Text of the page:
Now I’m going to apply the general guidance of Scripture to the particular subject that I’m speaking about today, the choice of a helpmeet, a marriage mate. The Bible has certain very clear principles laid down. The first and the most important and one which unfortunately believers often overlook to their own sorrow, is that a true believer has no right to marry an unbeliever. It’s not even right to consider such a union. It’s outside the will of God. Anybody who does that is not walking in the light of Scripture. This is what Paul says about this in 2 Corinthians chapter 6 verses 14–16. He’s speaking to believers.
“Do not be yoked together with unbelievers.” (NIV)
The word “yoke” all through the Bible primarily indicates a marriage relationship, but can also cover other relationships.
“Do not be yoked together with unbelievers, for what do righteousness and wickedness have in common, or what fellowship can light have with darkness? What harmony is there between Christ and Belial [or the Devil]? What does a believer have in common with an unbeliever, what agreement is there between the temple of God and idols, for we are the temple of the living God. As God has said, ‘I will live with them and walk among them and I will be their God and they will be my people.’”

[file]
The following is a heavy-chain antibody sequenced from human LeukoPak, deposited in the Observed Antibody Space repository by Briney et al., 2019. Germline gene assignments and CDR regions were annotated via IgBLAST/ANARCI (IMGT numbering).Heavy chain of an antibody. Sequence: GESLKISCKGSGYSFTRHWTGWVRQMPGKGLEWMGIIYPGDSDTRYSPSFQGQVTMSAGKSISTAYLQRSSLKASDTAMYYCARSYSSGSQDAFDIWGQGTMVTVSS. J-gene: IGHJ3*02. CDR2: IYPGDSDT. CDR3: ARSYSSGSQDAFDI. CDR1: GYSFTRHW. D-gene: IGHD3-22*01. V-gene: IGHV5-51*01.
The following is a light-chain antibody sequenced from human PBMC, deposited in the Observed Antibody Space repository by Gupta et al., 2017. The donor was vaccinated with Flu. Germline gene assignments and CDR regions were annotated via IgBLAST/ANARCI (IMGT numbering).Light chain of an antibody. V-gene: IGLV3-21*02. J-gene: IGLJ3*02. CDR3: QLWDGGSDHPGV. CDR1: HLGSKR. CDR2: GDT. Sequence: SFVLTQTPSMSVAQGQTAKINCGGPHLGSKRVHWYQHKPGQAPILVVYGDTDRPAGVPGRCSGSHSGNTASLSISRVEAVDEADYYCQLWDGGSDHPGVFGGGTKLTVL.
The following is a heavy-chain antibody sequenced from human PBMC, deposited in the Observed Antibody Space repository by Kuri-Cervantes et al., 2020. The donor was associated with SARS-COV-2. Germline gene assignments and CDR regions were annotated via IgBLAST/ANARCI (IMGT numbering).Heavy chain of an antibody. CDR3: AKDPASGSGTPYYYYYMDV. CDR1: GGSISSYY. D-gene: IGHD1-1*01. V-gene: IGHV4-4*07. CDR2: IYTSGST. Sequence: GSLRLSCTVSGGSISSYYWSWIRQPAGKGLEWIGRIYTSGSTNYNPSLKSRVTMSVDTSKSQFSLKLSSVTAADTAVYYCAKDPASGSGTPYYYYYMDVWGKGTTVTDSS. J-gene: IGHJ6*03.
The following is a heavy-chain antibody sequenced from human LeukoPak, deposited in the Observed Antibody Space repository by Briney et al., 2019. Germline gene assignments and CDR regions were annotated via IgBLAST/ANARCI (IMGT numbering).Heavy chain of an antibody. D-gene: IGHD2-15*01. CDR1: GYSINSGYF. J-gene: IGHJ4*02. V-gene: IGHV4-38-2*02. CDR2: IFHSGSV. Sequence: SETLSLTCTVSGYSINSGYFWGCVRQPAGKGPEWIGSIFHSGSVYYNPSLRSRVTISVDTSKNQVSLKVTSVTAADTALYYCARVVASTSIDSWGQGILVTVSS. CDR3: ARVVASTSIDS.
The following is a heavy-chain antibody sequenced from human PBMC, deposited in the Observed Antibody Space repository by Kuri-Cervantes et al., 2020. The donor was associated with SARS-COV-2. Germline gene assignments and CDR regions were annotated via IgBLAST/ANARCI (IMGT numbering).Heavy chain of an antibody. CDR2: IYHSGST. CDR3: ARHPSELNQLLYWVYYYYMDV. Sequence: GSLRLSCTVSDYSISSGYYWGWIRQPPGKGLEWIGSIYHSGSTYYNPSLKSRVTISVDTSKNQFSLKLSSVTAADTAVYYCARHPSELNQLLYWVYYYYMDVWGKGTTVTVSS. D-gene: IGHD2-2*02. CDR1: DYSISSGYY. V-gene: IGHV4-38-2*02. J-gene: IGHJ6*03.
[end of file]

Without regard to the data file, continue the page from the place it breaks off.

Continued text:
So there is a clear ray of light for our path from the Scripture. If we can’t see anything else, we can see this, that in any situation where a believer is free to make a choice, it is wrong for a believer to choose marriage with an unbeliever. And I want to say that, in this respect, we need to have this principle established before we get emotionally involved. Remember I have raised, or helped to raise, eleven daughters, so I have some experience. I’ve seen that when a young woman gets emotionally involved with a young man, her judgment is no longer reliable. And she can easily persuade herself that the man she’s marrying is really a believer, even though the fruit isn’t there. Jesus said the tree is known by it’s fruit. Don’t accept merely a person’s statement that he or she is a believer; look at that person’s life and see what kind of fruit comes out of it. I would say this, that if the person has just recently professed faith in Jesus Christ, conversion to the Lord, it takes time for the reality of that conversion to be proved. In my long experience in pastoral ministry, I would say it’s rash to assume the real, final commitment of any believer before a time of about two years.